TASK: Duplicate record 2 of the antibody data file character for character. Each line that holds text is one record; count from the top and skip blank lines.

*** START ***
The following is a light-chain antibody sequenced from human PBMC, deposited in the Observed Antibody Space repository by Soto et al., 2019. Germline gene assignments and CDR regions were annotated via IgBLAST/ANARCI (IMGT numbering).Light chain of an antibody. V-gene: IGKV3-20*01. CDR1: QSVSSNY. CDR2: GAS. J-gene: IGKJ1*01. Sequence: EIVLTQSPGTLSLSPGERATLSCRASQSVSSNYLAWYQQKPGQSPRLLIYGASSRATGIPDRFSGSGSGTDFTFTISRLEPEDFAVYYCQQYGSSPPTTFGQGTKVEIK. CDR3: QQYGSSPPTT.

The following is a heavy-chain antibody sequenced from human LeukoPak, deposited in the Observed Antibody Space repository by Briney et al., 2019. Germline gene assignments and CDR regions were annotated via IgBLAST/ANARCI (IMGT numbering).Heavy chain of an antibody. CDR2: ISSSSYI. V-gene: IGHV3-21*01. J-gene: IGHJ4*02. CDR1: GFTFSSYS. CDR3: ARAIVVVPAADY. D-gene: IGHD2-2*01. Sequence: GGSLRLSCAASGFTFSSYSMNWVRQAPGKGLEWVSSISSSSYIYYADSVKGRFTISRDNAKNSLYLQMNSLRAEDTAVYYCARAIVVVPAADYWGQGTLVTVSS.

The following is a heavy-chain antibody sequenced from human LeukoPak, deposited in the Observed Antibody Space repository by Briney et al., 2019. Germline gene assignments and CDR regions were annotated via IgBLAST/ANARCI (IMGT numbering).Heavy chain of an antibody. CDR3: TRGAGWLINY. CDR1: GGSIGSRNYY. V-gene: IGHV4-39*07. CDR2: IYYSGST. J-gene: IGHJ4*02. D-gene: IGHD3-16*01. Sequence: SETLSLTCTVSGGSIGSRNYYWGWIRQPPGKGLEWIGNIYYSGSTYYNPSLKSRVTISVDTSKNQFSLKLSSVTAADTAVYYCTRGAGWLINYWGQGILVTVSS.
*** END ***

The following is a heavy-chain antibody sequenced from human LeukoPak, deposited in the Observed Antibody Space repository by Briney et al., 2019. Germline gene assignments and CDR regions were annotated via IgBLAST/ANARCI (IMGT numbering).Heavy chain of an antibody. CDR2: ISSSSYI. V-gene: IGHV3-21*01. J-gene: IGHJ4*02. CDR1: GFTFSSYS. CDR3: ARAIVVVPAADY. D-gene: IGHD2-2*01. Sequence: GGSLRLSCAASGFTFSSYSMNWVRQAPGKGLEWVSSISSSSYIYYADSVKGRFTISRDNAKNSLYLQMNSLRAEDTAVYYCARAIVVVPAADYWGQGTLVTVSS.